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UIC RESEARCHERS CREATE VIRTUAL WORLDS FOR SCHOOLKIDS
The idea that you can begin at one point, follow a straight line and end up in exactly the same place seems incongruous, but it is a fundamental concept behind one University of Illinois at Chicago team's virtual reality program for teaching elementary schoolchildren that the world is round.
"Round Earth," created by Tom Moher and Andy Johnson, UIC professors of computer science, and Stellan Ohlsson, UIC professor of psychology, is just one of several "virtual" programs now in use at Lincoln Elementary School in Oak Park. The school recently became the first in the nation to house a semi-permanent virtual reality installation. Projected three-dimensionally on an Immersadesk(R) - a technology developed in UIC's Electronic Visualization Laboratory which looks like a cross between a large-screen TV and a drafting table these virtual worlds link education, technology and fun for first- through sixth-graders.
"Elementary school is a time for concrete, operational learning, dealing with very tangible sorts of things," Moher says. "The real excitement is providing someone with a first-person, egocentric experience which is very unlike what you could get on a 13-inch screen or print media."
Earth," for example, transports kids on a spaceship around an imaginary
planet. After a few minutes, they are asked to park their spacecraft and
circumnavigate the planet for extra fuel cells.
In initial tests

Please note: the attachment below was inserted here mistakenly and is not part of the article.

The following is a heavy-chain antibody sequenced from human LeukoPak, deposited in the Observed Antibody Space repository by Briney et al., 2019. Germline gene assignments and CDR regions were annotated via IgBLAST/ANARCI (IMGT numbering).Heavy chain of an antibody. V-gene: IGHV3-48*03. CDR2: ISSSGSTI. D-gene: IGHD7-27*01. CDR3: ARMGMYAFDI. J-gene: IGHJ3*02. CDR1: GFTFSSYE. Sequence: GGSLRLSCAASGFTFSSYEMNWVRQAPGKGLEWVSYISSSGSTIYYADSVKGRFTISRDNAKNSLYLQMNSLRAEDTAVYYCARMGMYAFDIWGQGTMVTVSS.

at a Chicago elementary school last year, Moher and his team found that
children who scored below average in understanding basic science concepts
had advanced to the average class level understanding after implementing
their educational strategies with 3-D learning.
Installing an Immersadesk in an actual school setting allows the team to strategize and trouble-shoot with teachers, says Moher. "Working in a real school introduces child-management issues, time constraints, curriculum alignment, and other issues which you just don't have to deal with in the laboratory, but it's the only way to really know whether our ideas are workable with real kids and real teachers."
"History is full of grandiose promises regarding the impact of technology on schools. We're working with an advanced technology that is today well outside the budget of school systems," says Moher, who has served on the Board of Education for Lincoln's parent District 97 Public School system. "While we believe that virtual reality may have benefits for learners, we need to pinpoint where those benefits might outweigh the costs."
The project is funded by the National Science Foundation.
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